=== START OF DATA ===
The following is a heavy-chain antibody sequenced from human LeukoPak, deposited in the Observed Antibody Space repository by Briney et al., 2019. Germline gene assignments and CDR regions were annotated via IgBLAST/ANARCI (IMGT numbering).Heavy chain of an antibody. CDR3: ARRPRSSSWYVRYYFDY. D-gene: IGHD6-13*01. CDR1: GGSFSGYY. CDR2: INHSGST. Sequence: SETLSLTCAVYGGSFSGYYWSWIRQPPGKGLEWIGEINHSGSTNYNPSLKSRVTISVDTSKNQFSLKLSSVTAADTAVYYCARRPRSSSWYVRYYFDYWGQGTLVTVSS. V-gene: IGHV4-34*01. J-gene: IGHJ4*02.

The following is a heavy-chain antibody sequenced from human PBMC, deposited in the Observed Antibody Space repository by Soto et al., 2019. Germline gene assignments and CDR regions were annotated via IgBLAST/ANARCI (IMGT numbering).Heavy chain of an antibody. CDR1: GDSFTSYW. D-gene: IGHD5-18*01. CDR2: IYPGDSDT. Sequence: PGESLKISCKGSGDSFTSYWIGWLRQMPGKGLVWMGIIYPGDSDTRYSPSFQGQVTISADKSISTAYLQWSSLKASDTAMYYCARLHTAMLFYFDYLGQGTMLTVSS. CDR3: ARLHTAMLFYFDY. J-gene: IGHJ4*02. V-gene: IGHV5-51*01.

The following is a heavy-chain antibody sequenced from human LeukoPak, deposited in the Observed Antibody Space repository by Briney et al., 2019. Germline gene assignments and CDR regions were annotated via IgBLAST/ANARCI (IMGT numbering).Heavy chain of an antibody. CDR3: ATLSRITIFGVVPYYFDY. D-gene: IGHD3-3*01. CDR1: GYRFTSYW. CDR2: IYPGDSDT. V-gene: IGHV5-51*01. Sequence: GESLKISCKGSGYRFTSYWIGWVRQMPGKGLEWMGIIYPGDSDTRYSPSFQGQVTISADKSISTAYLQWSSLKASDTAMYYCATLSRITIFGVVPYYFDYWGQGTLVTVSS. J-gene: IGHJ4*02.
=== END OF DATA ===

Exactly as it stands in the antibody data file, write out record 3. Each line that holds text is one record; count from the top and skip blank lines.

The following is a heavy-chain antibody sequenced from human LeukoPak, deposited in the Observed Antibody Space repository by Briney et al., 2019. Germline gene assignments and CDR regions were annotated via IgBLAST/ANARCI (IMGT numbering).Heavy chain of an antibody. CDR3: ATLSRITIFGVVPYYFDY. D-gene: IGHD3-3*01. CDR1: GYRFTSYW. CDR2: IYPGDSDT. V-gene: IGHV5-51*01. Sequence: GESLKISCKGSGYRFTSYWIGWVRQMPGKGLEWMGIIYPGDSDTRYSPSFQGQVTISADKSISTAYLQWSSLKASDTAMYYCATLSRITIFGVVPYYFDYWGQGTLVTVSS. J-gene: IGHJ4*02.